Better Business Bureau, the Washington Attorney General and the Secretary of State advise consumers to contact potential charities directly. For more information on finding charities, visit the Secretary State “Information for Donors” page or call 1-800-332-4483, BBB.org or Give.org, a website run by the Council of Better Business Bureaus. Consumers can also visit the SOS website for tips on giving wisely. If someone feels they are the victim of a scam, file a complaint with the Attorney General’s Office.

    BEWARE OF CHARITY RIP-OFFS FOLLOWING WILDFIRES

    WA Officials Partner to Help Relief Efforts, Encourage Wise Giving

    DuPont, Wash. — July 30, 2014 — With relief efforts underway in Washington’s Carlton Complex fire, Better Business Bureau along with Attorney General Bob Ferguson and Secretary of State Kim Wyman urge consumers to be on the lookout for bogus charities and scammers trying to capitalize on a natural disaster.

    Officials warn of slick con artists who pose as agents for official-sounding charities and target well-intentioned donors who want only to help the victims of the fires.

    While BBB, the Attorney General’s Office and the Secretary of State sympathize with the victims and their loved ones during this tragic time, all three organizations urge donors to give wisely.

    1. Beware of demanding solicitors. Don’t give in to high-pressure tactics and requests for immediate donations. Take time to research the charity and make up your mind.
    2. Use qualified charities. Check to see if the charity has the resources necessary and is equipped to help with disaster relief; otherwise, donations may be not be as effective.
    3. Pay with care. Avoid cash donations; write a check directly to the charity, not the fundraiser; and never give out credit card numbers over the phone.
    4. Verify. Steer clear of “pop-up” charities with unverifiable background and contact information.
    5. Block fake solicitations. Watch out for requests from fake “victims” or memorial social media accounts.

    Better Business Bureau, the Washington Attorney General and the Secretary of State advise consumers to contact potential charities directly. For more information on finding charities, visit the Secretary State “Information for Donors” page or call 1-800-332-4483, BBB.org or Give.org, a website run by the Council of Better Business Bureaus. Consumers can also visit the SOS website for tips on giving wisely. If someone feels they are the victim of a scam, file a complaint with the Attorney General’s Office.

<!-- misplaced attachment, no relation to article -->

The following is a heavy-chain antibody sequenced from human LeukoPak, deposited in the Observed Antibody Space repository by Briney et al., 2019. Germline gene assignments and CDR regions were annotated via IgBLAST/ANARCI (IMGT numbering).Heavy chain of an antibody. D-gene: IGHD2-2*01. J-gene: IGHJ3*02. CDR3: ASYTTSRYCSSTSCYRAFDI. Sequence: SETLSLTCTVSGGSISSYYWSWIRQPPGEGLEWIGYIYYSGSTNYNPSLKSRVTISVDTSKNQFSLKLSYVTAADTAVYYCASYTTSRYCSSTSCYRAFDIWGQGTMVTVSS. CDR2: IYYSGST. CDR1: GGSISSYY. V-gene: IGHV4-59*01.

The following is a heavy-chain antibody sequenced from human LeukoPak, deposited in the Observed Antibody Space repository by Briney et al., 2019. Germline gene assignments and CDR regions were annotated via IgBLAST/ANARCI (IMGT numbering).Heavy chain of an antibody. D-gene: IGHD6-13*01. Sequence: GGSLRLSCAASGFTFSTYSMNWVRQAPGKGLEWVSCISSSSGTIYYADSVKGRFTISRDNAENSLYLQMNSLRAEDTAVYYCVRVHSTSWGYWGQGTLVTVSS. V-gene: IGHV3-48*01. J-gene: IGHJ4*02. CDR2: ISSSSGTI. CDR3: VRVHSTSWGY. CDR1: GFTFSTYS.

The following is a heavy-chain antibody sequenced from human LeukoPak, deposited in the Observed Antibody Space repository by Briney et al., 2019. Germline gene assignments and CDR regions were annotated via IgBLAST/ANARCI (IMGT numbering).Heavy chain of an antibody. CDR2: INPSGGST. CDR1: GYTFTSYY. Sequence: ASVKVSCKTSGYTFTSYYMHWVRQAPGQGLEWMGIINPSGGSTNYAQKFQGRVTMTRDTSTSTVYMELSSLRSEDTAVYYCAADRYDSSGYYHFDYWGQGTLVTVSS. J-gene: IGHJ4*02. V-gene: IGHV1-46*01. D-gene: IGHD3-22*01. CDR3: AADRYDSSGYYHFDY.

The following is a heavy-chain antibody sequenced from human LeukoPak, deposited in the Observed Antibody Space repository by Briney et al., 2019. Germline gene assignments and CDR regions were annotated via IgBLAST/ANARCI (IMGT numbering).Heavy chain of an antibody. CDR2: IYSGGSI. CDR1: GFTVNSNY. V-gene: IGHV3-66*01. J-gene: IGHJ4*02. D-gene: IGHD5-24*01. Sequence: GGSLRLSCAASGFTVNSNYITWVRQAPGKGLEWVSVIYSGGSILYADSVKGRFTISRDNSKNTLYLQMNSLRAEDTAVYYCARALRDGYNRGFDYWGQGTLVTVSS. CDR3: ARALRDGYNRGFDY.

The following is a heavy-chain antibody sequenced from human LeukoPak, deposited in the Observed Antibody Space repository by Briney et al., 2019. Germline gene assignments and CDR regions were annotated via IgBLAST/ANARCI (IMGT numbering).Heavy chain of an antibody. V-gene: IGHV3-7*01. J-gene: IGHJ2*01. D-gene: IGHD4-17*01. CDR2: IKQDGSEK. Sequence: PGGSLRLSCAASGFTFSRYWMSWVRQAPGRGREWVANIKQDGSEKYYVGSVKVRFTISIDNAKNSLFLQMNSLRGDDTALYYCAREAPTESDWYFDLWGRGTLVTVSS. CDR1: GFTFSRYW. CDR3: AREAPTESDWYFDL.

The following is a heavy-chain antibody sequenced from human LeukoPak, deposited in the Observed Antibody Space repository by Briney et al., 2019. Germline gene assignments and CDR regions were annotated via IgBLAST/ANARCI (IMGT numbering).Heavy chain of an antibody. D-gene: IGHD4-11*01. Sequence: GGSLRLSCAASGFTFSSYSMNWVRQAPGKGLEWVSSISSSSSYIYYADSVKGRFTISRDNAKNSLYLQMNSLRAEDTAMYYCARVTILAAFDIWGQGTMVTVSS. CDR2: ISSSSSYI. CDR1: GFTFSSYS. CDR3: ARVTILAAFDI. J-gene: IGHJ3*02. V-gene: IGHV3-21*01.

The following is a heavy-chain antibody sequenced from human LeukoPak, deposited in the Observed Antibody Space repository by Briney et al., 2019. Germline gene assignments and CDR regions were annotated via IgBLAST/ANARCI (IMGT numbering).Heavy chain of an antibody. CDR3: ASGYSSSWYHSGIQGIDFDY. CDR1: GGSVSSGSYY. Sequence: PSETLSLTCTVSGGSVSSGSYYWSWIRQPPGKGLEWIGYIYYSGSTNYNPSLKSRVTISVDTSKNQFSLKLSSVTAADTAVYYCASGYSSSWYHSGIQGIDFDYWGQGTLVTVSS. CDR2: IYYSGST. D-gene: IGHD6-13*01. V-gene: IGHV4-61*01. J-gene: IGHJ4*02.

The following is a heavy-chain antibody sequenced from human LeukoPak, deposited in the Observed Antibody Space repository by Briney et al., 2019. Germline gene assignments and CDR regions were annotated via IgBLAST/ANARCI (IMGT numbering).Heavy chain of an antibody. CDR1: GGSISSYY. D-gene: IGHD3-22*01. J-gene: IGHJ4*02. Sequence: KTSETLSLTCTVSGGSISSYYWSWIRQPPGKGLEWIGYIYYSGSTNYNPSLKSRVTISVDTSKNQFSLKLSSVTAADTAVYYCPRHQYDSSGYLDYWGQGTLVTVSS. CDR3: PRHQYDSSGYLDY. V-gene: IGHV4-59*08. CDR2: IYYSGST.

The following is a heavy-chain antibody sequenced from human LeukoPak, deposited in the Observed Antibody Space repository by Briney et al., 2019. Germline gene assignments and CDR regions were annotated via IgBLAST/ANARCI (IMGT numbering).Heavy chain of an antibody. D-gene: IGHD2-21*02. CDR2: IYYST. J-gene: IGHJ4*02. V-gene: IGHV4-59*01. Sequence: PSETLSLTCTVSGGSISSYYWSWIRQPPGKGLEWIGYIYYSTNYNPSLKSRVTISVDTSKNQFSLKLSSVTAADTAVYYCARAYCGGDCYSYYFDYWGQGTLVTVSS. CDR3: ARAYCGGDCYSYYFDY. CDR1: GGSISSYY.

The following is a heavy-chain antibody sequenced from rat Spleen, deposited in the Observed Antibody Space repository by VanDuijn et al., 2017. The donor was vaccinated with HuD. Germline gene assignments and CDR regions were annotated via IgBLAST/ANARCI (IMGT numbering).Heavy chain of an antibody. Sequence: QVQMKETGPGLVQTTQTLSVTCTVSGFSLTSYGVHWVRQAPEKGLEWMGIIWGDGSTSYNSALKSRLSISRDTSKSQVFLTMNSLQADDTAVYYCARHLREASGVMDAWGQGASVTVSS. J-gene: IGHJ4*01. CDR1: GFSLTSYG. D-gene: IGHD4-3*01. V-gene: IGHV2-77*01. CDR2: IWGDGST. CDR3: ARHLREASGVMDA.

6. 
AVOID THE BLITZ BY BLOCKING FAKE TICKET OFFERS
BBB Warns of Scams as Hawk Tickets Go on Sale 
 
July 21, 2014 — As single-game tickets for the Seahawks go on sale Monday, Better Business Bureau serving Alaska, Oregon and Western Washington warns fans to be wary of too-good-to-be-true deals. 
Online classified ads list thousands of sports tickets, but BBB reminds shoppers that oftentimes there are no guarantees, and sellers don’t have to provide identification to list tickets. With high prices and diehard fans, it is certain that fraudsters will try to hustle fake tickets. 
Before plucking down cash or giving credit card numbers, review BBB’s advice to Hawk fans:
 
Play smart. Use credit when buying game tickets; if the tickets don’t arrive or turn out to be fakes, charges can be disputed.
Pass up offers to wire money. Con artists often use classified websites such as Craigslist to post non-existent tickets, and then ask for payment to be wired.
Call an audible. If the tickets appear suspicious, walk away. Look for smeared ink, uneven edges and flimsy paper. Always research ticket sellers first at bbb.org.
Take a timeout. If a deal sounds too good to be true, it probably is. Always take time to choose authorized ticket and merchandise retailers; check with the official Seahawks site for more information.
 BBB wants to help fans kick off the NFL season right. For more advice on avoiding common scams, visit  BBB’s News & Events page and BBB’s Social Hub.

    AVOID THE BLITZ BY BLOCKING FAKE TICKET OFFERS

    BBB Warns of Scams as Hawk Tickets Go on Sale

     

    July 21, 2014 — As single-game tickets for the Seahawks go on sale Monday, Better Business Bureau serving Alaska, Oregon and Western Washington warns fans to be wary of too-good-to-be-true deals.

    Online classified ads list thousands of sports tickets, but BBB reminds shoppers that oftentimes there are no guarantees, and sellers don’t have to provide identification to list tickets. With high prices and diehard fans, it is certain that fraudsters will try to hustle fake tickets.

    Before plucking down cash or giving credit card numbers, review BBB’s advice to Hawk fans:

     

    • Play smart. Use credit when buying game tickets; if the tickets don’t arrive or turn out to be fakes, charges can be disputed.
    • Pass up offers to wire money. Con artists often use classified websites such as Craigslist to post non-existent tickets, and then ask for payment to be wired.
    • Call an audible. If the tickets appear suspicious, walk away. Look for smeared ink, uneven edges and flimsy paper. Always research ticket sellers first at bbb.org.
    • Take a timeout. If a deal sounds too good to be true, it probably is. Always take time to choose authorized ticket and merchandise retailers; check with the official Seahawks site for more information.

     BBB wants to help fans kick off the NFL season right. For more advice on avoiding common scams, visit  BBB’s News & Events page and BBB’s Social Hub.

  7. 
FREE WI-FI CONNECTIONS LEAD TO SIDEJACKING
BBB Warns of Growing Online Attacks Targeting Wi-Fi Users
Sidejacking is a common term for man-in-the-middle “eavesdropping” attacks that occur through unsecured Wi-Fi connections. Coffee shops, college campuses, airports and hotels are breeding grounds for hackers who try to compromise personal information and place computers at risk for viruses.
 
Better Business Bureau serving Alaska, Oregon and Western Washington warns users to be cautious when connecting to public hotspots and surfing on a non-secure internet connection.
 
Using public Wi-Fi is inherently risky; laptops, smartphones and tablets are all susceptible to security breaches. Exercising best practices takes only a few extra seconds and can eliminate many dangers.
 
BBB recommends the following steps to protect from hackers:
 
·               Update protection. Make sure virus protection and anti-malware programs are up-to-date and active.